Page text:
Birdwatch

Winter Waterbirds

Coming in out of the cold

By Susan Campbell

The arrival of cold weather in the Sandhills and Piedmont also means the arrival of waterfowl. Our local ponds and lakes are the winter home to more than two dozen different species of ducks, geese and swans. Over the years, as water features both large and small have been added throughout the area, the diversity of waterfowl has increased significantly. Although we are all familiar with our local mallards and Canada geese, a variety of aquatic birds frequent our area from November through March.

Certainly, the most abundant and widespread species is the ring-necked duck, flocks of which can be seen diving for aquatic invertebrate prey in shallow ponds and coves. The males have iridescent blue heads, black sides and gray backs. They get their name from the indistinct rusty ring at the base of their necks. The females, as with all true duck species, are quite nondescript. They are light brown all over and, like the males, have a grayish-blue bill with a white band around it.

However, the most noticeable of our wintering waterfowl would be the buffleheads. They form small groups that dive in deeper water, feeding on vegetation and invertebrates. The mature males have a bright white hood and body with iridescent dark green back, face and neck. Also, they sport bright orange legs and feet, which they will flash during confrontations. But the females (as well as the immature individuals of both sexes) of this species are drab, too — mainly brown with the only contrast being a small white cheek patch. Interestingly, bufflehead is the one species of migratory duck that actually mates for life. This is generally a trait found only in the largest of waterfowl: swans and geese.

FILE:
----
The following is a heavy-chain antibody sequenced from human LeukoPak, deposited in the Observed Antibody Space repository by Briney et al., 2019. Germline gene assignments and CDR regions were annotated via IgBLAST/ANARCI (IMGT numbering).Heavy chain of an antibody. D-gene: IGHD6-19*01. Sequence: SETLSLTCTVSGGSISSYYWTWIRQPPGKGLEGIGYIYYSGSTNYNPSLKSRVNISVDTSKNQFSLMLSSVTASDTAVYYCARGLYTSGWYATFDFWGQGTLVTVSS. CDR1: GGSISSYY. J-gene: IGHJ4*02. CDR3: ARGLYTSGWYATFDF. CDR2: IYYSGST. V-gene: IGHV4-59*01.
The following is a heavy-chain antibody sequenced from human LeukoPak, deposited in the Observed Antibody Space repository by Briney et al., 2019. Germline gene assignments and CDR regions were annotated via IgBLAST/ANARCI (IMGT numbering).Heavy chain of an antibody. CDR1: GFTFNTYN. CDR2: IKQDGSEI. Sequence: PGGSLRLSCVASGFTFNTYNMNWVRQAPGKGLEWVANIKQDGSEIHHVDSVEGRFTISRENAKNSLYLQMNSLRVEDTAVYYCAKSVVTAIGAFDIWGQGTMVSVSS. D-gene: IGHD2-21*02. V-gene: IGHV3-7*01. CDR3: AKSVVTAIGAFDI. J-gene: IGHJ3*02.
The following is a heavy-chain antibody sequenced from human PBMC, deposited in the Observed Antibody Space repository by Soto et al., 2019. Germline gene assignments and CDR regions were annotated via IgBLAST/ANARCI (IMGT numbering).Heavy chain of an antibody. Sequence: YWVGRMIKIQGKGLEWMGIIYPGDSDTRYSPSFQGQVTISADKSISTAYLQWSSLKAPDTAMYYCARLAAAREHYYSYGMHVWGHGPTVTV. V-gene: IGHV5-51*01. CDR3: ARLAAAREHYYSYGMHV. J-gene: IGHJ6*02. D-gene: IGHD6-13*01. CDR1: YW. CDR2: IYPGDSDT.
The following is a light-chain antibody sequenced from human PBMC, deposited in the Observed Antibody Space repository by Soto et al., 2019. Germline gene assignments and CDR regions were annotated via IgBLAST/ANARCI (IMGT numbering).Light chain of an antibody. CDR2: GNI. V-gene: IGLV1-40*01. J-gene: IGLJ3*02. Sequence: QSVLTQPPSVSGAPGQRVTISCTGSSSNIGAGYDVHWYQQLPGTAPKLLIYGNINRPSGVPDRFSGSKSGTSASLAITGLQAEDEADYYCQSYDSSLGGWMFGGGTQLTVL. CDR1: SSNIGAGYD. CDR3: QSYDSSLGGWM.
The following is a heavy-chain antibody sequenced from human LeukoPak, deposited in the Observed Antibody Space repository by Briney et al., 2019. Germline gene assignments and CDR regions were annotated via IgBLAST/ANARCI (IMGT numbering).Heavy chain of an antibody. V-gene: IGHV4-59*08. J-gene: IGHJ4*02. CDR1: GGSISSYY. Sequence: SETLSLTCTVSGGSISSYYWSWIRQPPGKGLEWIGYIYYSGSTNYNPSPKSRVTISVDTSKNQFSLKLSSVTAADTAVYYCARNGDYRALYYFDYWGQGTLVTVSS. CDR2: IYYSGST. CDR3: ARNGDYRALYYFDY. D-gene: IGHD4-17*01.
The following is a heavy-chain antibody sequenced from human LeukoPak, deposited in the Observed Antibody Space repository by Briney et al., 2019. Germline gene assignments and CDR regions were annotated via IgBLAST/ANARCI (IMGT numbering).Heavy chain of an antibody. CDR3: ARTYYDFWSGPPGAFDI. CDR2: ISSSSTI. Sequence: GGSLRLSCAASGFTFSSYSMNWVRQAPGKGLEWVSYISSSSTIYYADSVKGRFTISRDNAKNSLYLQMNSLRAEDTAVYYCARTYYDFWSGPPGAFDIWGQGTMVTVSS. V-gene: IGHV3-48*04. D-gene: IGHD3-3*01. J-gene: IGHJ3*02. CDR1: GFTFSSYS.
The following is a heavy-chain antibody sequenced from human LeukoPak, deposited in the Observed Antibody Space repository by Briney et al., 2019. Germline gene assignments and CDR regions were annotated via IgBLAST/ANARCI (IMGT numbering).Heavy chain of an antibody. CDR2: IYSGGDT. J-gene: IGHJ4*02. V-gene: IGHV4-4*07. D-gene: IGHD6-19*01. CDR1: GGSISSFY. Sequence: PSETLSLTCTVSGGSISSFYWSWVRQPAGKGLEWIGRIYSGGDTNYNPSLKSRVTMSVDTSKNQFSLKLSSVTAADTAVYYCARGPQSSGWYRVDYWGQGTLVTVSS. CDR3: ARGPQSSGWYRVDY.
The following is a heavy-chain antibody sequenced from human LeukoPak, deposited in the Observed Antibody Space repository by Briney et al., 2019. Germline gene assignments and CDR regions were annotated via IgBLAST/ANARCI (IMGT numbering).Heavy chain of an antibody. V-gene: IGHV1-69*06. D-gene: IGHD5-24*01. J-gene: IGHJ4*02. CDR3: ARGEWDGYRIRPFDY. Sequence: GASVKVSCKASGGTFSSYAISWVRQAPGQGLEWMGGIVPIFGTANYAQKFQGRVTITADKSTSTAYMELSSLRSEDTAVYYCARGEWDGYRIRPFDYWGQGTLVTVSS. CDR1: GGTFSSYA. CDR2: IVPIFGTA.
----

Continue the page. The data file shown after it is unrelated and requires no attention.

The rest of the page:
There are several types of aquatic birds similar to ducks that can be identified if one can get a good look, which usually requires binoculars. In small numbers, common loons can be seen diving for fish on larger lakes in winter, and even more so during spring and fall migration. Their size and shape are quite distinctive (as is their yodeling song which, sadly, they do not tend to sing while they are here).

We have another visitor that can be confused with loons: the double-crested cormorant. Along with its cousin the anhinga, it’s more closely related to seabirds, i.e., boobies and gannets. It is a very proficient diver with a sharply serrated bill adapted for catching fish. It is not uncommon to see cormorants in their “drying” pose. Their feathers are not as waterproof as those of diving ducks, so they only enter water to feed and bathe. Most of their time is spent sitting on a dock or some sort of perch to dry out.

Two other species of waterbird can be found regularly at this time of year: pied-billed grebes and American coots. Pied-billed grebes are the smallest of the swimmers we see in winter with light brown plumage, short thick bills and bright white bottoms. Surprisingly, they are very active swimmers. They can chase down small fish in just about any depth of water.

American coots — black, stocky birds with white bills — are scavengers, feeding mainly in aquatic vegetation. They can make short dives but are too buoyant to remain submerged for more than a few seconds. Given their long legs and well-developed toes, they are also adept at foraging on foot. You may see them feeding on grasses along the edge of larger bodies of water — or even on the edge of golf course water hazards.  PS

Susan Campbell would love to receive your wildlife sightings and photos. She can be contacted at susan@ncaves.com.

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